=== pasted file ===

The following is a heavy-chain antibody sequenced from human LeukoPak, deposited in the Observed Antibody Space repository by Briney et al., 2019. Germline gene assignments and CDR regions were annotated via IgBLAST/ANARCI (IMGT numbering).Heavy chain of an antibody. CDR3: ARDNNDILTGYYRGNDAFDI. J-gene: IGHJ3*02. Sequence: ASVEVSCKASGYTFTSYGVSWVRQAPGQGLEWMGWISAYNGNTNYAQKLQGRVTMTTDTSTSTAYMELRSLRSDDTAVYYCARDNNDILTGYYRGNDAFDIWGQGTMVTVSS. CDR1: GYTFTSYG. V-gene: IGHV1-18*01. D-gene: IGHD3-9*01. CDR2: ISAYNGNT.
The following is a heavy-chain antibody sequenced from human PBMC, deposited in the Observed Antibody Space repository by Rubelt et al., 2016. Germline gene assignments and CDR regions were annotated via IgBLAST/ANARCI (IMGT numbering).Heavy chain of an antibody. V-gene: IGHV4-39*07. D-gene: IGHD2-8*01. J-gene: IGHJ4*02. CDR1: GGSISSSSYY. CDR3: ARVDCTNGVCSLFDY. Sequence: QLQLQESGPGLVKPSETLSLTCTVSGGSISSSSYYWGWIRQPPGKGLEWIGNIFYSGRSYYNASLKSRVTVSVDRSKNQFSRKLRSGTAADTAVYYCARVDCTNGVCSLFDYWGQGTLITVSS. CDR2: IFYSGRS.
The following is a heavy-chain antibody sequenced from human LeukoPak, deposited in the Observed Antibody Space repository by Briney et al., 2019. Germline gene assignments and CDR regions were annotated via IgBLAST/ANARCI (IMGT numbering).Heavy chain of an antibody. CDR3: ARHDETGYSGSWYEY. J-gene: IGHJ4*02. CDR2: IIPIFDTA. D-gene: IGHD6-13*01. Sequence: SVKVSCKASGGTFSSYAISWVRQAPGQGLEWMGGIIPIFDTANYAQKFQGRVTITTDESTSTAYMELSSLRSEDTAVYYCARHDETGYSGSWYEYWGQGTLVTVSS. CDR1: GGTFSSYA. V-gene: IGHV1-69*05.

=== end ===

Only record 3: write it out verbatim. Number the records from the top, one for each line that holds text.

The following is a heavy-chain antibody sequenced from human LeukoPak, deposited in the Observed Antibody Space repository by Briney et al., 2019. Germline gene assignments and CDR regions were annotated via IgBLAST/ANARCI (IMGT numbering).Heavy chain of an antibody. CDR3: ARHDETGYSGSWYEY. J-gene: IGHJ4*02. CDR2: IIPIFDTA. D-gene: IGHD6-13*01. Sequence: SVKVSCKASGGTFSSYAISWVRQAPGQGLEWMGGIIPIFDTANYAQKFQGRVTITTDESTSTAYMELSSLRSEDTAVYYCARHDETGYSGSWYEYWGQGTLVTVSS. CDR1: GGTFSSYA. V-gene: IGHV1-69*05.